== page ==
AHF says Gilead reaping “ill-gotten gains” from taxpayer-funded programs—which account for at least 75% of the company’s U.S. revenues—continue to foot the bill while people with HIV/AIDS are denied access to lifesaving treatment and Gilead’s coffers overflow with cash
LOS ANGELES, CA (May 2, 2013)-Following the release of drug company Gilead Sciences, Inc.’s first-quarter 2013 earnings report, AIDS Healthcare Foundation (AHF) today challenged the company’s financial performance as one based on corporate welfare, as the company continues to reap enormous profits by charging taxpayer-funded programs like state AIDS Drug Assistance Programs (ADAPs) astronomical prices for key AIDS drugs, by the “evergreening” of medications soon to go off-patent and a scheme to drive up the price of its cure for Hepatitis C.
In 2012, Gilead raised the price of its best selling AIDS drug, Atripla, to $20,800 (Wholesale Acquisition Price – WAC), a 50% price hike since it was first approved in 2005. In September 2012, the company introduced its four-in-one HIV drug, Stribild, at a yearly wholesale price (WAC) of $28,500 per patient, making it the most expensive combination HIV drug on the market. Stribild uses the active ingredient Tenovofir, which is also used in Atripla and Gilead’s other older medications. The patent for Tenofovir expires in 2017, but Gilead will be able to keep the price high by using it in other drugs, such as Stribild.
In addition, Gilead has drawn the ire of the Hepatitis C community since the company has refused to cooperate with Bristol-Myers Squibb (BMS) on a cure for Hepatitis C.
“Make no mistake: the impressive financial results from the first quarter of 2013 announced today by Gilead are made off the backs of people living with HIV and AIDS who are being denied access to lifesaving medications because of the company’s greed. Corporate welfare fuels Gilead’s business, as they continue to callously scheme to squeeze as much profit out of taxpayer-funded state-run AIDS Drug Assistance Programs, designed for the poor,” said AHF President Michael Weinstein.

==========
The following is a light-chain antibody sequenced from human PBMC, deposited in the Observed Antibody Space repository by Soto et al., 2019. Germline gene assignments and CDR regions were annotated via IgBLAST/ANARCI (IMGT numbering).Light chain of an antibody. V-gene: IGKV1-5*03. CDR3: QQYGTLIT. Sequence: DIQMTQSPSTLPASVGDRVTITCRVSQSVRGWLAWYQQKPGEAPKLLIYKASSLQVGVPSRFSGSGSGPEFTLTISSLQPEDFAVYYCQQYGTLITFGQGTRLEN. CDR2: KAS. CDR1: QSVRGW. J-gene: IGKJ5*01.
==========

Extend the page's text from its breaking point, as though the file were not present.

Added Weinstein: “Gilead is naïve to think that it can continue on this path of ill-gotten gains without it eventually coming back to hurt them where they live – the bottom line. Government and non-government purchasers of these drugs – and the taxpayers and customers they serve – will not tolerate endless price hikes on drugs that deny lifesaving care to patients, while Gilead’s CEO John Martin enjoys compensation up to $97 million, making him one of the top ten highest paid executives in the country. Gilead’s shareholders should take note: success stemming from corporate welfare at the expense of taxpayers and HIV/AIDS patients is not ultimately a sustainable business model.”
Stribild, Gilead’s four-in-one AIDS treatment combination, was approved by the Food and Drug Administration (FDA) in early September and immediately priced by Gilead at $28,500 per patient, per year, Wholesale Acquisition Cost (WAC). That price was over 35% more than Atripla, the company’s best selling combination HIV/AIDS treatment, and made Stribild the highest priced first line combination AIDS therapy today.
Already this year, on January 1st, Gilead raised the prices of four key AIDS medications in the U.S. by an average of 6%, including the price of Atripla, its best-selling three-in-one combination treatment, the price of which was increased by 6.9% to a Whole Acquisition Cost (WAC) of $1,878.23 per patient, per month. The other three HIV/AIDS medications that saw price hikes are Complera, which was raised by 5.8% to a WAC of $1,936.53; Emtriva, by 5.5% to a WAC of $478.45; and Viread, by 6% to a WAC of $771.39.